In the present study, all antibiotics tested acted diversely in inhibiting or eradicating structured and mature biofilms. No drug was able to inhibit adherent bacteria at the same concentration necessary for eradicating mature biofilm; the latter concentrations varied from three to seven times higher than those inhibiting adhesion. The concentrations eradicating biofilm were reached by rifampin and daptomycin at lower concentrations compared with the other antibiotics tested; tigecycline inhibited mature biofilms at higher concentrations, while all the other antibiotics were only able to inhibit adhered cells.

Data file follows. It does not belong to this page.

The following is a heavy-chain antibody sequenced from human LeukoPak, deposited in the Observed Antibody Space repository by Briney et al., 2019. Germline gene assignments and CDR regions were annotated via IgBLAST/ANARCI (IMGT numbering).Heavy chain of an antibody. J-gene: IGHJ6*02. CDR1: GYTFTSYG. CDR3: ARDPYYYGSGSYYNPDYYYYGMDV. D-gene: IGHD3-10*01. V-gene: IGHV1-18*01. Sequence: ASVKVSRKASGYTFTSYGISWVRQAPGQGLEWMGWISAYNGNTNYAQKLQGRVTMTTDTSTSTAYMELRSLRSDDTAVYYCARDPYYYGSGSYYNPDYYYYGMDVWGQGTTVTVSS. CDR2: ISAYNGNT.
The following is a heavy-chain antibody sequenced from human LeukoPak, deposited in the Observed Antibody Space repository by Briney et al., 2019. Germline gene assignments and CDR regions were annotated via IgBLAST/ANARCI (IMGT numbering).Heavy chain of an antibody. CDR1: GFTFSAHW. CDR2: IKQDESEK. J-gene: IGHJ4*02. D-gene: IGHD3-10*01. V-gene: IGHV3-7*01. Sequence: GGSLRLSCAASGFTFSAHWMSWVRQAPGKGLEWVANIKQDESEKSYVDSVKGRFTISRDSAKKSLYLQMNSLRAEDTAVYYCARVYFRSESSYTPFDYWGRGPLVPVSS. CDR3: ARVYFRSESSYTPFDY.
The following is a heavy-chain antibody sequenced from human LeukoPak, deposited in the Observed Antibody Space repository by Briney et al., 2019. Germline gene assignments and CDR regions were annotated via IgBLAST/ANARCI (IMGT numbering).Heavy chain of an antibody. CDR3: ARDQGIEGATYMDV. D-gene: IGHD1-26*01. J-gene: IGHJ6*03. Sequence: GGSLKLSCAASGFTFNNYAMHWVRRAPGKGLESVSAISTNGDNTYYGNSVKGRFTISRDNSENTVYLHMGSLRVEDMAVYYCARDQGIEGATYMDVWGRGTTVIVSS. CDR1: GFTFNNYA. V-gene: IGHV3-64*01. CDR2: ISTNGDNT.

In conclusion, we used different in vitro susceptibility testing methods to examine how antimicrobial agents affect mature biofilms produced by clinical isolates of S. aureus. Our results suggest that tigecycline, daptomycin and rifampin are promising as useful agents for eradicating S. aureus biofilm infections, while the other drugs tested were only able to inhibit adherent cells. The concentrations required for biofilm eradication are three to five times higher than the concentrations required for inhibiting adherent cells. These effects may be an important factor in the selection of antimicrobial therapy for this virulent organism.